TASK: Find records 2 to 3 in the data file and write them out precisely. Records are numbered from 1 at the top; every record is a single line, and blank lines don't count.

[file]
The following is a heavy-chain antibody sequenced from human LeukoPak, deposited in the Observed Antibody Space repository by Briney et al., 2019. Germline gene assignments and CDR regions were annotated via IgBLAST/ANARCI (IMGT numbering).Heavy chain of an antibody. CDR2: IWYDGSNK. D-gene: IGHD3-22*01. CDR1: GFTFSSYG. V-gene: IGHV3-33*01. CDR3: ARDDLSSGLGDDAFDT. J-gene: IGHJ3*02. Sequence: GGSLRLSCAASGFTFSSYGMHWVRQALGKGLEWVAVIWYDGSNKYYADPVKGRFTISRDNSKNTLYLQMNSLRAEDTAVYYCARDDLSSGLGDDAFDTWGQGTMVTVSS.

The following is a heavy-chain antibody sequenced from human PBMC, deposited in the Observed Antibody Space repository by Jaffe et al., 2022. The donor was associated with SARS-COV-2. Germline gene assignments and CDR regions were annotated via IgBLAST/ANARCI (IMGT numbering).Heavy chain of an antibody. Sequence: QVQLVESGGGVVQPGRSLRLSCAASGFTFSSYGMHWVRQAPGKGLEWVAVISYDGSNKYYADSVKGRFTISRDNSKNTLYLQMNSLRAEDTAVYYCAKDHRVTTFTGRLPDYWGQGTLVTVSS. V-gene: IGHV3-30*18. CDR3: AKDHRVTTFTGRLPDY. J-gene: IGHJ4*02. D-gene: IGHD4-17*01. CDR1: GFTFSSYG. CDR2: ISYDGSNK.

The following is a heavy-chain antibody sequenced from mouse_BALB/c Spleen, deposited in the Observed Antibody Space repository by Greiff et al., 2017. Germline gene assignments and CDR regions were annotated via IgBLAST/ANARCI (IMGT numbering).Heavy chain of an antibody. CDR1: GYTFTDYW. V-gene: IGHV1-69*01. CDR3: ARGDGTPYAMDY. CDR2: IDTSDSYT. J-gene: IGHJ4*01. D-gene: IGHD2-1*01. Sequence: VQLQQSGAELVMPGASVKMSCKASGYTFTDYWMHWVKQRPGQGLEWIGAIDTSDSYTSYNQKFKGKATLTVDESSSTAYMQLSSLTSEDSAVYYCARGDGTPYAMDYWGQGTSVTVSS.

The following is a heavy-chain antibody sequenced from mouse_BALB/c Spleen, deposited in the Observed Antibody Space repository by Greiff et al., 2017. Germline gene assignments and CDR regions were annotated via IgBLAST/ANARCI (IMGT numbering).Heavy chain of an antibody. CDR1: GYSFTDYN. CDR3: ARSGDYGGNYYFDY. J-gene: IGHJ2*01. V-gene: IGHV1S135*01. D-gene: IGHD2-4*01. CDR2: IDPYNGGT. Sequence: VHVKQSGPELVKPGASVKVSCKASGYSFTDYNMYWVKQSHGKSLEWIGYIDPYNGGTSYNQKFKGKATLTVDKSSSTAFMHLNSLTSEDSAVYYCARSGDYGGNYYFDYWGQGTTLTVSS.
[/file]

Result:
The following is a heavy-chain antibody sequenced from human PBMC, deposited in the Observed Antibody Space repository by Jaffe et al., 2022. The donor was associated with SARS-COV-2. Germline gene assignments and CDR regions were annotated via IgBLAST/ANARCI (IMGT numbering).Heavy chain of an antibody. Sequence: QVQLVESGGGVVQPGRSLRLSCAASGFTFSSYGMHWVRQAPGKGLEWVAVISYDGSNKYYADSVKGRFTISRDNSKNTLYLQMNSLRAEDTAVYYCAKDHRVTTFTGRLPDYWGQGTLVTVSS. V-gene: IGHV3-30*18. CDR3: AKDHRVTTFTGRLPDY. J-gene: IGHJ4*02. D-gene: IGHD4-17*01. CDR1: GFTFSSYG. CDR2: ISYDGSNK.

The following is a heavy-chain antibody sequenced from mouse_BALB/c Spleen, deposited in the Observed Antibody Space repository by Greiff et al., 2017. Germline gene assignments and CDR regions were annotated via IgBLAST/ANARCI (IMGT numbering).Heavy chain of an antibody. CDR1: GYTFTDYW. V-gene: IGHV1-69*01. CDR3: ARGDGTPYAMDY. CDR2: IDTSDSYT. J-gene: IGHJ4*01. D-gene: IGHD2-1*01. Sequence: VQLQQSGAELVMPGASVKMSCKASGYTFTDYWMHWVKQRPGQGLEWIGAIDTSDSYTSYNQKFKGKATLTVDESSSTAYMQLSSLTSEDSAVYYCARGDGTPYAMDYWGQGTSVTVSS.